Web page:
New art exhibit features unique fascination with the West |

New art exhibit features unique fascination with the West

Special to the LVN
"The waitress" by Willem Volkersz
Courtesy of Churchill Arts Council |

The Oats Park Art Center had an artist’s reception for Willem Volkersz and a gallery walk-through Saturday to present his exhibit on “American Landscapes.”

Valerie Serpa, executive director of the Churchill Arts Council, said attendees to this year’s community-wide reunion will find Volkersz’s work fascinating as the Holland-born artist developed, in what has been called, “an immigrant’s fascination with America.”

Serpa said the arts center at 151 E. Park St., will be open from 4-6 p.m. and 9 p.m. after Saturday’s free in-the-park concert featuring Miles Nielsen & the Rusted Hearts on the Centennial Stage west of the Oats Park Art Center.

The band takes the stage at 7:30 p.m.

This is the second free concert-in-the-park this summer sponsored by the City of Fallon and the Churchill Arts Council.

After the concert, she said people can walk to the arts center on the eastern side of the park and see Volkersz’s exhibit.

Because of his fascination of the West, Volkersz traveled throughout the western states with camera in hand to document an unique culture of billboards, vernacular architecture and decorated yards. Over time, he became fascinated with the pop culture of larger-than-life advertising figures, neon signs, postcards and travel souvenirs. These experiences became sources for his sculpture.

“After my family moved from Amsterdam to Seattle when I was 14, I began photographing the new, vibrant landscape of billboards, neon signs and vernacular architecture that I discovered on early road trips,” Volkersz said. “I became fascinated with roadside art and popular culture and began to document environments built by folk artists and to collect postcards and travel souvenirs. Ultimately … these experiences became sources for my work.”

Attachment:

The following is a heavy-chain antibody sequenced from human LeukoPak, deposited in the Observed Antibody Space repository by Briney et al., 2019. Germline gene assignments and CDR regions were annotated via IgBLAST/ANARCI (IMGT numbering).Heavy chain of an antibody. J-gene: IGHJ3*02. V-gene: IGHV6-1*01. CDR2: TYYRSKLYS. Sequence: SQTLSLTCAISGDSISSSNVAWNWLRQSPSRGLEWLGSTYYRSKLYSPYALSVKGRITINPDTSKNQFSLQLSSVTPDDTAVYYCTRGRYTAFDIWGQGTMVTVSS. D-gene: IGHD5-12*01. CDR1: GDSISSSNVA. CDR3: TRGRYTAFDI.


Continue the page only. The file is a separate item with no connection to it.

Volkersz described how he constructs his artwork, which begins with an idea jotted down on a piece of paper.

“I first construct a panel, prime the surface and then project an image that may be based on a postcard or a paint-by-number painting,” he said. “While I am painting, John Nyman in Billings (Montana) bends the neon based on my patterns. Eventually, the neon is mounted on the panels, I install a transformer, complete the wiring and, finally, select objects found in second hand stores and attach them to the surface.”

On a side note, the iconic Lariat Motel sign adjacent to the arts center would fit the description of a colorful neon sign that welcomed weary travelers to Fallon. The restored sign made its debut at the arts center in October 2013 as the state began its year-long celebration of its sesquicentennial.

“Many artists during the 1960s were influenced by the neon signage they encountered in the urban landscape — only Volkersz’s use of neon was personal and narrative,” wrote Kim Koga, director of the Museum of Neon Art.